Child of the Age or Little Napoleon?: Two Russian Responses to The Red and the Black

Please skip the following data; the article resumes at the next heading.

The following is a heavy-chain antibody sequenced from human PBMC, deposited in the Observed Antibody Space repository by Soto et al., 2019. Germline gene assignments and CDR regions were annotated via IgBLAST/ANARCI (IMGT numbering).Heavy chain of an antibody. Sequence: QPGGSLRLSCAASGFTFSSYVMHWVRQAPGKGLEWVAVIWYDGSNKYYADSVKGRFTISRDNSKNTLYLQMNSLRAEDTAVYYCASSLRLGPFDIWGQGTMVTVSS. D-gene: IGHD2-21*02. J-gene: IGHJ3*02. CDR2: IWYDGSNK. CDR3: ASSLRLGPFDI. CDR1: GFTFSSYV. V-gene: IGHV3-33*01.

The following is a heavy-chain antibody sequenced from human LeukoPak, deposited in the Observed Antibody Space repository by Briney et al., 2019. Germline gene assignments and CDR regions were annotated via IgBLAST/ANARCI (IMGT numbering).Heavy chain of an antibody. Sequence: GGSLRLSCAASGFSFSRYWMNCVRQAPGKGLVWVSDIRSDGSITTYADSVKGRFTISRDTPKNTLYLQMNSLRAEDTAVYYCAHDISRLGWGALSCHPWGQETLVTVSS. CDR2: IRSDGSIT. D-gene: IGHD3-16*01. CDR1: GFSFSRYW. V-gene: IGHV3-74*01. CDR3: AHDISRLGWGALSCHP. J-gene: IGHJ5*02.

This essay examines the reception of Stendhal's Red and the Black in Pushkin's “Queen of Spades” (1833) and Lermontov's unfinished novel, Princess Ligovskaya (1836), particularly with regard to Stendhal's hero, Julien Sorel–the social aspirant, who is at once passionately driven and cunningly disciplined. It focuses on how the reception of Sorel in these two Russian works is contaminated in different ways with a second figure, the romantic archetype of the “child of the age.” If Sorel can be understood as developing in dialectical opposition to the child of the age, Pushkin's Germann appears to reject and undermine this literary historical development. By contrast, Lermontov's attempt to incorporate aspects of the little Napoleon into his novel proves a failure, so he retreats to a more traditional portrait of the child of the age in A Hero of Our Time. In conclusion, the article argues that Lermontov's failure is a more productive moment in the history of the Russian novel than Pushkin's successful, but utterly destructive reply to Stendhal.